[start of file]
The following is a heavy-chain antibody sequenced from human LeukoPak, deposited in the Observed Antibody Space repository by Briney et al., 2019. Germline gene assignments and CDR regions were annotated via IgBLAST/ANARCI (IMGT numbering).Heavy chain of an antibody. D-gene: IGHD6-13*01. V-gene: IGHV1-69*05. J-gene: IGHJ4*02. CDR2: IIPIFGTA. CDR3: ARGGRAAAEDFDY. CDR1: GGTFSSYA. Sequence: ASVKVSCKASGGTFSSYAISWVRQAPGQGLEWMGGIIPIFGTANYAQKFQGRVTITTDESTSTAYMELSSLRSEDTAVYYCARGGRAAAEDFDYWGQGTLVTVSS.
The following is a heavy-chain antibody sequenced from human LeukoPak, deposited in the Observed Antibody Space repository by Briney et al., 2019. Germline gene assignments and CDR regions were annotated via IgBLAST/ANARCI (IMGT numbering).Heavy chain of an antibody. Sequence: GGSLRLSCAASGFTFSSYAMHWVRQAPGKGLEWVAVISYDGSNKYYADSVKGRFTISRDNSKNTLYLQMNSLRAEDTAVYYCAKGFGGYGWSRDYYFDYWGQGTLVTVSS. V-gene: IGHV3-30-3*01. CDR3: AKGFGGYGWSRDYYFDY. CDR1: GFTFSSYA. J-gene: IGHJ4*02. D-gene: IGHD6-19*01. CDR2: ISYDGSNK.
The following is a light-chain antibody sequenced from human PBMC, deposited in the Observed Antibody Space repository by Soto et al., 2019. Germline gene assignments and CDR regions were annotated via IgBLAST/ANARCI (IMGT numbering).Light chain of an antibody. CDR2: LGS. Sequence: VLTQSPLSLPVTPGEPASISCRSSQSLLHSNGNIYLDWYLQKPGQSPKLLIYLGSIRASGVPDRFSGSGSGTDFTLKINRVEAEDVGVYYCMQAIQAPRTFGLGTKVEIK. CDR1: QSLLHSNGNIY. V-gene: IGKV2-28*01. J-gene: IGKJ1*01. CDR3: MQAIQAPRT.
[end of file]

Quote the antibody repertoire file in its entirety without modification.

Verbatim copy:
The following is a heavy-chain antibody sequenced from human LeukoPak, deposited in the Observed Antibody Space repository by Briney et al., 2019. Germline gene assignments and CDR regions were annotated via IgBLAST/ANARCI (IMGT numbering).Heavy chain of an antibody. D-gene: IGHD6-13*01. V-gene: IGHV1-69*05. J-gene: IGHJ4*02. CDR2: IIPIFGTA. CDR3: ARGGRAAAEDFDY. CDR1: GGTFSSYA. Sequence: ASVKVSCKASGGTFSSYAISWVRQAPGQGLEWMGGIIPIFGTANYAQKFQGRVTITTDESTSTAYMELSSLRSEDTAVYYCARGGRAAAEDFDYWGQGTLVTVSS.
The following is a heavy-chain antibody sequenced from human LeukoPak, deposited in the Observed Antibody Space repository by Briney et al., 2019. Germline gene assignments and CDR regions were annotated via IgBLAST/ANARCI (IMGT numbering).Heavy chain of an antibody. Sequence: GGSLRLSCAASGFTFSSYAMHWVRQAPGKGLEWVAVISYDGSNKYYADSVKGRFTISRDNSKNTLYLQMNSLRAEDTAVYYCAKGFGGYGWSRDYYFDYWGQGTLVTVSS. V-gene: IGHV3-30-3*01. CDR3: AKGFGGYGWSRDYYFDY. CDR1: GFTFSSYA. J-gene: IGHJ4*02. D-gene: IGHD6-19*01. CDR2: ISYDGSNK.
The following is a light-chain antibody sequenced from human PBMC, deposited in the Observed Antibody Space repository by Soto et al., 2019. Germline gene assignments and CDR regions were annotated via IgBLAST/ANARCI (IMGT numbering).Light chain of an antibody. CDR2: LGS. Sequence: VLTQSPLSLPVTPGEPASISCRSSQSLLHSNGNIYLDWYLQKPGQSPKLLIYLGSIRASGVPDRFSGSGSGTDFTLKINRVEAEDVGVYYCMQAIQAPRTFGLGTKVEIK. CDR1: QSLLHSNGNIY. V-gene: IGKV2-28*01. J-gene: IGKJ1*01. CDR3: MQAIQAPRT.